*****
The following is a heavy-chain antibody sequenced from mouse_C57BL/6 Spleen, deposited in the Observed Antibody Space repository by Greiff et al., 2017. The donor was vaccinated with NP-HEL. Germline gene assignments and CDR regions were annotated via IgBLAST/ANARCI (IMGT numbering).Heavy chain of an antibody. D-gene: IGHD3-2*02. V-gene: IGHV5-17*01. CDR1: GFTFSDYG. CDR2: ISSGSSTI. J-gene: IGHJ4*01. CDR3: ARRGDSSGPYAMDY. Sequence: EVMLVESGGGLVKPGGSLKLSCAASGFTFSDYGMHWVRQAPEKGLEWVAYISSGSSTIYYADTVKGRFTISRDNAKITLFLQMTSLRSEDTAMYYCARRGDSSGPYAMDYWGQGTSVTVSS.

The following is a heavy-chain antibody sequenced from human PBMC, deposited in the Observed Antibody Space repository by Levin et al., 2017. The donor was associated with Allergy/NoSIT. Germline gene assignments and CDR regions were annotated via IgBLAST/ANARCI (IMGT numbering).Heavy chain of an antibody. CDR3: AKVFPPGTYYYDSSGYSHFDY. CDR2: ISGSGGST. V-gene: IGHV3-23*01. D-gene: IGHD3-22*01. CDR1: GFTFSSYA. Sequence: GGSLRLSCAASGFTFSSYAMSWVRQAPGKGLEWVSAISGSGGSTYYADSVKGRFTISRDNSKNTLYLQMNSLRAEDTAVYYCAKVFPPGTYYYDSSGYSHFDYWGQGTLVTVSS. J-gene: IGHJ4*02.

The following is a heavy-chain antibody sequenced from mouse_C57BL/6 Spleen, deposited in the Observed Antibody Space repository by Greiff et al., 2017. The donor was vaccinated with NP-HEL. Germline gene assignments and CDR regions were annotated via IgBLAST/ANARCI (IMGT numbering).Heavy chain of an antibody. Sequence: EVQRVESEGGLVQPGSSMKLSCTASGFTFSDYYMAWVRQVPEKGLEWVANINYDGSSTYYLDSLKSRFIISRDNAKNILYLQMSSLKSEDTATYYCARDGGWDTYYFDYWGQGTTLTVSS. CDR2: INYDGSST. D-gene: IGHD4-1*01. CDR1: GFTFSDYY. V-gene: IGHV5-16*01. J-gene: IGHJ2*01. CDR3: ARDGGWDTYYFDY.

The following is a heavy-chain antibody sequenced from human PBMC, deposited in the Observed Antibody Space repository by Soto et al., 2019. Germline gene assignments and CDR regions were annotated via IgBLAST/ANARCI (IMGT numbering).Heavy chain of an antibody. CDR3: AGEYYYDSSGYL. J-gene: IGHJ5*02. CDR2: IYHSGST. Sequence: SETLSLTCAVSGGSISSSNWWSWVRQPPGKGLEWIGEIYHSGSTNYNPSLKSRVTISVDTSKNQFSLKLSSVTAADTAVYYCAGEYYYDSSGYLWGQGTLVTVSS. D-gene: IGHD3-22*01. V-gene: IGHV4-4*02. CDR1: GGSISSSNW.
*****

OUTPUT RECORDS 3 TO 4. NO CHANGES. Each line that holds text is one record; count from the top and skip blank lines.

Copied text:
The following is a heavy-chain antibody sequenced from mouse_C57BL/6 Spleen, deposited in the Observed Antibody Space repository by Greiff et al., 2017. The donor was vaccinated with NP-HEL. Germline gene assignments and CDR regions were annotated via IgBLAST/ANARCI (IMGT numbering).Heavy chain of an antibody. Sequence: EVQRVESEGGLVQPGSSMKLSCTASGFTFSDYYMAWVRQVPEKGLEWVANINYDGSSTYYLDSLKSRFIISRDNAKNILYLQMSSLKSEDTATYYCARDGGWDTYYFDYWGQGTTLTVSS. CDR2: INYDGSST. D-gene: IGHD4-1*01. CDR1: GFTFSDYY. V-gene: IGHV5-16*01. J-gene: IGHJ2*01. CDR3: ARDGGWDTYYFDY.

The following is a heavy-chain antibody sequenced from human PBMC, deposited in the Observed Antibody Space repository by Soto et al., 2019. Germline gene assignments and CDR regions were annotated via IgBLAST/ANARCI (IMGT numbering).Heavy chain of an antibody. CDR3: AGEYYYDSSGYL. J-gene: IGHJ5*02. CDR2: IYHSGST. Sequence: SETLSLTCAVSGGSISSSNWWSWVRQPPGKGLEWIGEIYHSGSTNYNPSLKSRVTISVDTSKNQFSLKLSSVTAADTAVYYCAGEYYYDSSGYLWGQGTLVTVSS. D-gene: IGHD3-22*01. V-gene: IGHV4-4*02. CDR1: GGSISSSNW.